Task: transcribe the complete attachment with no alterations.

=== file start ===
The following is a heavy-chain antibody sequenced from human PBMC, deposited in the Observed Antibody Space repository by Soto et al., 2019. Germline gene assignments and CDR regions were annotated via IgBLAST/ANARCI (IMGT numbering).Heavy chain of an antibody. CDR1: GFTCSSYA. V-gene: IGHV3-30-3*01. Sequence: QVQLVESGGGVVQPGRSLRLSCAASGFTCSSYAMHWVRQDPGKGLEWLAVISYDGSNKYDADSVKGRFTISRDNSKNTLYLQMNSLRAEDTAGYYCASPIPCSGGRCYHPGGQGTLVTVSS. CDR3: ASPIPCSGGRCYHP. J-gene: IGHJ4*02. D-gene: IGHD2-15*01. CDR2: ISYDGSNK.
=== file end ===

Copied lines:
The following is a heavy-chain antibody sequenced from human PBMC, deposited in the Observed Antibody Space repository by Soto et al., 2019. Germline gene assignments and CDR regions were annotated via IgBLAST/ANARCI (IMGT numbering).Heavy chain of an antibody. CDR1: GFTCSSYA. V-gene: IGHV3-30-3*01. Sequence: QVQLVESGGGVVQPGRSLRLSCAASGFTCSSYAMHWVRQDPGKGLEWLAVISYDGSNKYDADSVKGRFTISRDNSKNTLYLQMNSLRAEDTAGYYCASPIPCSGGRCYHPGGQGTLVTVSS. CDR3: ASPIPCSGGRCYHP. J-gene: IGHJ4*02. D-gene: IGHD2-15*01. CDR2: ISYDGSNK.